After receiving a major beating over recent weeks this week has seen a ‘risk on’ tone permeate through markets as dip buyers emerge. COVID is increasingly taking a back seat though risks from simmering geopolitical tensions over Russia/Ukraine continue to act as a threat to markets. Nonetheless, equity volatility has fallen, with the VIX ‘fear gauge’ dropping sharply over recent sessions. In contrast, interest rate volatility remains elevated as debate over a potential 50 basis point hike from the Federal Reserve and/or policy hikes at successive FOMC meetings continues. Fed speakers this week including St. Louis Fed President Bullard and Philadelphia Fed President Harker in comments yesterday appear to have dampened expectations of a 50 basis point hike, but this has unlikely put an end to such speculation.
Overall market uncertainty is likely to persist in the weeks ahead setting the scene for renewed bouts of volatility. The debate over Fed rate hikes both in terms of magnitude and timing is far from over, with analysts ramping up expectations of multiple hikes this year. There is a strong chance that the Fed will announce tightening at each of the next three meetings including beginning quantitative tightening (QT). Markets are pricing in five quarter point hikes in the next year and there may be scope for even more aggressive tightening. Given likely persistently high inflation readings in the months ahead it is not likely the time to push back against markets tightening expectations.
Much of Asia has been closed for part or all of this week though China’s purchasing managers index (PMI) data for January released last weekend highlighted a loss of economic momentum. Although official stimulus measures will likely help to avoid a sharp slowing in economic growth, sentiment is unlikely to get back to pre-COVID levels anytime soon. China’s zero-tolerance approach to COVID means that even small outbreaks will lead to lockdowns, likely dampening services sentiment and travel. Meanwhile, manufacturing pressure may find some support from fiscal policy measures as policy is front loaded, and likely further monetary easing ahead, with at least another 10 basis point easing in the Loan Prime Rate and 50bp cut in the RRR likely in the weeks ahead. However, the overall trajectory of activity remains downwards.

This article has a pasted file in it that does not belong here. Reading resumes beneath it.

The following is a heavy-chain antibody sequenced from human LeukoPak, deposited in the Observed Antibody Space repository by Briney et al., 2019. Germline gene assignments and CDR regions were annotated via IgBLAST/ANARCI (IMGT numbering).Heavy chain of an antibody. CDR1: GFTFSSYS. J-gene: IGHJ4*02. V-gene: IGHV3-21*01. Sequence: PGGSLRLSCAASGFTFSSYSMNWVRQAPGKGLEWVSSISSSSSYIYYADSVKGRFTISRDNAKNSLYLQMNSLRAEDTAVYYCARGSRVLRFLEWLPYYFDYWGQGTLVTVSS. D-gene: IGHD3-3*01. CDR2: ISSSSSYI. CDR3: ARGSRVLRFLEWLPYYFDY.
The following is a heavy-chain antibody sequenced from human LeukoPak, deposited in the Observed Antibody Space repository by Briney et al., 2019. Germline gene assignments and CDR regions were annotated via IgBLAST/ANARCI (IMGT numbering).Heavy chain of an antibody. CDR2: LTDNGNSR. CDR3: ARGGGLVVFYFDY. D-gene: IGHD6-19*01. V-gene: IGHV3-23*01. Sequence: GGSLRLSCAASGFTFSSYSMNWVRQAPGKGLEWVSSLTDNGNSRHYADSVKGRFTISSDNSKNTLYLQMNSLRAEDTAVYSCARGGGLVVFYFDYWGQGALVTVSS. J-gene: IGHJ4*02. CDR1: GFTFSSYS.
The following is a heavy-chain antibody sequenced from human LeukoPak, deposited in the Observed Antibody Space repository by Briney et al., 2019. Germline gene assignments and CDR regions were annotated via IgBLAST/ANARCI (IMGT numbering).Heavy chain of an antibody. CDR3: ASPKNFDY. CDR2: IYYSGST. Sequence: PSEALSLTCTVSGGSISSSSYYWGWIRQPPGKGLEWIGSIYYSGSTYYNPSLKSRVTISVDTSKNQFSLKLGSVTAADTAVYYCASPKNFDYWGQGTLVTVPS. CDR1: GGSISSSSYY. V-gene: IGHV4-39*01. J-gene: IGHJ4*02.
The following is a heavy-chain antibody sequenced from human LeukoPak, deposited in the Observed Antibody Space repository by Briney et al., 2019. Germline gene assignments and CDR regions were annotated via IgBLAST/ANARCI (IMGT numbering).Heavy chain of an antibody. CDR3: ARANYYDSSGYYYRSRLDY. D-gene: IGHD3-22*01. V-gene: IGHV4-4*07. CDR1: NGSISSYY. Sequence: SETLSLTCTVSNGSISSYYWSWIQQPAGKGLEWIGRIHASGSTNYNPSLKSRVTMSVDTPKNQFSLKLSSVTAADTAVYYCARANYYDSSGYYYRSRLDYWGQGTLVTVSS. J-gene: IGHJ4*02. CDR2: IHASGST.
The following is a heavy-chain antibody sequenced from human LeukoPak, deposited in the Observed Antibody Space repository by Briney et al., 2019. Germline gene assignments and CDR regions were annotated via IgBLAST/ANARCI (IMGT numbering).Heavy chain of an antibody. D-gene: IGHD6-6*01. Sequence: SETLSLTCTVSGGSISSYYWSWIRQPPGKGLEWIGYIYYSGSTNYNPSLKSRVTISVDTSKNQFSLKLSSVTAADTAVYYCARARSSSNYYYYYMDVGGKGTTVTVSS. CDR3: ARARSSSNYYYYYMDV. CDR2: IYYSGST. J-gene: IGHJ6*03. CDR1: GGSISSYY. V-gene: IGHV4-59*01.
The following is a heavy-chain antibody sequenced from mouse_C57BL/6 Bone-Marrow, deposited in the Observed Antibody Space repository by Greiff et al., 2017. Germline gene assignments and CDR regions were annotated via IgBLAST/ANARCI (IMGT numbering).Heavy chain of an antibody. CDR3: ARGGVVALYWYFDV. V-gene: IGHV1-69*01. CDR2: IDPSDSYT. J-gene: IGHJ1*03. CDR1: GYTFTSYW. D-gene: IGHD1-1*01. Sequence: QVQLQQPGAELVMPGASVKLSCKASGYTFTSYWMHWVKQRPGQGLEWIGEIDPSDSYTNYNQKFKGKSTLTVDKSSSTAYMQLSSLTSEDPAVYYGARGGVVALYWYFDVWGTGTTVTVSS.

Monetary policy decisions in the Euro area (Thu) and UK (Thu) will be among the highlights this week in addition to US Jan jobs (Fri). The Reserve Bank of Australia (RBA) left policy unchanged as expected but revealed a relatively dovish statement even as it formally announced an end to quantitative easing (QE). There is likely to be a contrasting stance between the Bank of England (BoE) and European Central Bank (ECB), with the former likely to hike by 25 basis point on concerns about rising inflation expectations while we the latter is likely in cruise control for H1 2022. In the US there are risks of a worse than consensus outcome for US non-farm payrolls due to a surge in Omicron cases (consensus 175k). Separately, in emerging markets, focus will be on Brazil, where the central bank, BCB is expected to hike rates by 150bp (Thu).